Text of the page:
Implausible as it may have seemed at one point, this happened one fine evening and took the entire world by surprise. It was the day technology ditched us. That evening our phones, our lifelines, suddenly became useless. The three things our lives depend on, namely What’s App, Facebook and Instagram, abandoned us. A glitch that led to Facebook vanishing from the internet was the reason. It was like a bolt from the blue, totally unexpected and unbelievable for a while. It was something that had never happened before, so it wasn’t easy to wrap one’s head around it. And whether we want to accept it or not, our world kind of stopped when this happened.
But did it really stop?
According to me, Yes, for a bit, the world did stop, but then…. it got back on its feet fairly quickly. When what you are so used to just vanishes, it is natural to feel a little stuck and helpless, but we humans have this remarkable trait. We may whine, moan, get upset when something takes us by surprise, but sooner rather than later, we accept, adjust and move on. That is precisely what happened to most of us that day. After the initial reaction of disbelief, helplessness and frustration, we accepted and found ways to deal with it. Since there was nothing to keep us glued to our phones, we started paying attention to other things around us.
And I feel this was like a sign from the universe, a wake-up call to stop being obsessed with phones and social media and focus on the world around us.
Though all three, that is, Facebook, Instagram, and What’s App are equally absorbing, I think What’s App is the most. It is something that takes a large chunk of our time during the day, leaving us with no time to do anything else. If we look around, we can see that most of us are glued to our phones, checking or responding to messages on their What’s App. It is like an obsession leaving no time for anything else. And whatever little is left gets taken by the other two.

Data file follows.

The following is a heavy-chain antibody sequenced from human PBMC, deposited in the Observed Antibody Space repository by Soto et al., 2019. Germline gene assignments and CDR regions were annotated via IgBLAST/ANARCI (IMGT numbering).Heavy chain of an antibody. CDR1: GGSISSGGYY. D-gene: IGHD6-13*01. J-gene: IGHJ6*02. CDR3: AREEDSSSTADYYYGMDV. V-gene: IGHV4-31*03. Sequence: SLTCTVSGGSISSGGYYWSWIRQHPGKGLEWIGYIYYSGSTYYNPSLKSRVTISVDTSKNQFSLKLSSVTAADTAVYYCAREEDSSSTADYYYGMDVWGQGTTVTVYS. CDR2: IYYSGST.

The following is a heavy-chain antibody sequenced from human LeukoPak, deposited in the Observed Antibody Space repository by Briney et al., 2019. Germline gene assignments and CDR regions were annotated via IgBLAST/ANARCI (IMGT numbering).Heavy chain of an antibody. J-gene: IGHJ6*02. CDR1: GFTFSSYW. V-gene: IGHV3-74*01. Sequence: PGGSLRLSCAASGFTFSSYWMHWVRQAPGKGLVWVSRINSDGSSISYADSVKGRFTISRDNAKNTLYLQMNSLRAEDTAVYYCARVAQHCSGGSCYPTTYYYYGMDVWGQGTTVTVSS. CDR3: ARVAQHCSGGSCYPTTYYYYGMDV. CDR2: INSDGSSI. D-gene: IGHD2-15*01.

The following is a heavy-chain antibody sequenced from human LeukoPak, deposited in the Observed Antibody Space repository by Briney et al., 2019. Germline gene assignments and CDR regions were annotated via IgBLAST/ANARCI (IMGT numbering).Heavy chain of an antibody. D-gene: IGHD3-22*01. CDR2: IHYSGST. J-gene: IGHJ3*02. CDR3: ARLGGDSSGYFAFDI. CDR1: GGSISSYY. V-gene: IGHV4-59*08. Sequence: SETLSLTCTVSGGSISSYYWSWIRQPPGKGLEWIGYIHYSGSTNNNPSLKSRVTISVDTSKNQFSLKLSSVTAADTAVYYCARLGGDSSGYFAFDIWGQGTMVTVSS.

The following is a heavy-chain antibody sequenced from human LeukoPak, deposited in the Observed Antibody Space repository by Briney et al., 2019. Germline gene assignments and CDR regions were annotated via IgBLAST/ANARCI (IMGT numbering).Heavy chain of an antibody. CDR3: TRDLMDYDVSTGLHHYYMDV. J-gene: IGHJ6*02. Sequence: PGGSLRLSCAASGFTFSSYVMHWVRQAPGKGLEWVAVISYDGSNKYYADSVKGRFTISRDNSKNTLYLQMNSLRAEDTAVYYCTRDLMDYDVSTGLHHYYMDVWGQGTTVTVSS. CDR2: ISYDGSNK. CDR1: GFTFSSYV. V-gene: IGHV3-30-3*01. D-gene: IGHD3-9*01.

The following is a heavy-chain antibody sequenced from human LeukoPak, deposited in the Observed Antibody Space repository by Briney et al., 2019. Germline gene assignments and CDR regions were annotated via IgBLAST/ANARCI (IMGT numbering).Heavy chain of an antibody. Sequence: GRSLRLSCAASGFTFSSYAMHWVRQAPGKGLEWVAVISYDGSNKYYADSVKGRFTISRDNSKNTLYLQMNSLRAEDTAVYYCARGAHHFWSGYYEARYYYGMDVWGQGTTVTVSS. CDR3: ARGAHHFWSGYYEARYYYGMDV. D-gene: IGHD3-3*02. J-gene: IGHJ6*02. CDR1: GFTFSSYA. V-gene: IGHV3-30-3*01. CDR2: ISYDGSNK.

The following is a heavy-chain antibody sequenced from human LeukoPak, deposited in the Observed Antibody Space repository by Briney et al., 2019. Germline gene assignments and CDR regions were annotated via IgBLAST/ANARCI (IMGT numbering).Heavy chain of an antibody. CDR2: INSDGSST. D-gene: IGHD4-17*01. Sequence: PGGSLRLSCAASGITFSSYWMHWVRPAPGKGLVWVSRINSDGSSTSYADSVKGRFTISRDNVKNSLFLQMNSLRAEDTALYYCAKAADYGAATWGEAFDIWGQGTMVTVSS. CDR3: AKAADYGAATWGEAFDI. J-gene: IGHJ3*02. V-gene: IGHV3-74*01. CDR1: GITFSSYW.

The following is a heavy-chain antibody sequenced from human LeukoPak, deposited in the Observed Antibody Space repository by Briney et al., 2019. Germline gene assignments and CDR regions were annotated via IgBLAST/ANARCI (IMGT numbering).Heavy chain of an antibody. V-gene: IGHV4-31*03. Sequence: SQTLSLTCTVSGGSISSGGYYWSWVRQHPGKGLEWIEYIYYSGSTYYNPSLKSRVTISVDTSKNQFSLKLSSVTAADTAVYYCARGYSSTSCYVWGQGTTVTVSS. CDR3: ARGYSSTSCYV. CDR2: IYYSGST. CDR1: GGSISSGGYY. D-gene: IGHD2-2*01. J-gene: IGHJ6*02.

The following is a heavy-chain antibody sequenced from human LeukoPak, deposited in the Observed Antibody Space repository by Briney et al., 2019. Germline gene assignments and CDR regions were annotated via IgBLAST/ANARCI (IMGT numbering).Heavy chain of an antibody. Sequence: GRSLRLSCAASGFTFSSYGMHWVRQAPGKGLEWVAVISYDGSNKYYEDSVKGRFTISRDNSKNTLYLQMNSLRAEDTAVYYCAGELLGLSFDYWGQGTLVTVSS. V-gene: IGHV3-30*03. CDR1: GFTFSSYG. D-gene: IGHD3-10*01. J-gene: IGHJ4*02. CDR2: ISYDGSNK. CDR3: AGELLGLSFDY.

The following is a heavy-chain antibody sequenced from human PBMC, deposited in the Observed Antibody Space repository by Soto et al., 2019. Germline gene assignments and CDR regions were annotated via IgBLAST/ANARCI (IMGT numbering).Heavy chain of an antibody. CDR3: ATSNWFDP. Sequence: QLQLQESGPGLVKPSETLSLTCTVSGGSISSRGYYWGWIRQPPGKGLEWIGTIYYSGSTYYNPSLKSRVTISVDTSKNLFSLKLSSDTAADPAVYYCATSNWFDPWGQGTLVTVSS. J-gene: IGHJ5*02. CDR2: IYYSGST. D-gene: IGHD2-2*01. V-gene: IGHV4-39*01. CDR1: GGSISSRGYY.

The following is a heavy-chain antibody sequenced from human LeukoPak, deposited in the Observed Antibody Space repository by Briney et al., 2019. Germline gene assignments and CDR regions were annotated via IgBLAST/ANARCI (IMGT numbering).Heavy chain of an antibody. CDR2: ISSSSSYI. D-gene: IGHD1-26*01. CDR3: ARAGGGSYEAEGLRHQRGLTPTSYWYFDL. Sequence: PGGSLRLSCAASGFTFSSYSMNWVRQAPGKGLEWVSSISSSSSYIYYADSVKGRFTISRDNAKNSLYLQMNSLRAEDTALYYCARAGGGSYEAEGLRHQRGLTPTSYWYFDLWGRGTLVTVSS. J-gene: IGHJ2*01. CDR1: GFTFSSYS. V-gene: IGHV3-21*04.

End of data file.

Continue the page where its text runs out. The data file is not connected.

And so when then this glitch stopped people in their tracks, it was as if life stopped. Suddenly we had nothing to do. And although we got busy with other things, to begin with, it wasn’t that easy. But I feel this disruption did a whole lot of good to us. It made us take a pause, think and reflect.
It made some of us look at ourselves, our lives and introspect.
Thus it is not how we dealt with that unexpected free time but about what it showed us. It was about what it revealed to us about who we have become, slaves to technology, slaves to social media.
It pointed out that we have allowed technology to run our lives, particularly our phones and all they offer us. Because ultimately, with all three being accessible on phones, we are stuck to them all day. We get so consumed that we don’t even look at other things or people around us. It is as though with phones in our hands, we don’t need anyone else.
To my mind, this incident was a nudge, a kind of a wake-up call urging us all to stop doing that. It was like a pointer telling us that there is life outside of a phone screen.
Yes, it is ok to be on social media and make connections, but we cannot lose sight of the other aspects of life. We cannot ignore other people, other things around us, which can add meaning and value to our lives ( more than phones!!)
We need to connect with others and connect with ourselves.
That evening threw light on other things we can do; interact with our families, read, cook, go for a walk or just sit and stare into space and spend time with ourselves.
It’s not like we don’t do these things, but they are all always at the mercy of the phone. So, if I am talking to my son, a What’s App pops on the phone. I instantly stop talking and click on the What’s App. And once I do that, I get hooked to the phone, forgetting all about the conversation.
Our lives have become such that we do everything else in the little bit of time which social media or these three platforms give us. We let them dictate our lives rather than it being the other way around.
We need to stop doing that. We have to give ourselves a break. We need to connect with people around us rather than those hundreds of miles away.
New technology, new things should supplement, complement the existing and not replace. That’s not the way to be and is not fair, not right
So like they say, a stitch in time saves nine. So this glitch, this stitch was just that. So people get unhooked from your phones and get a life.
What do you think?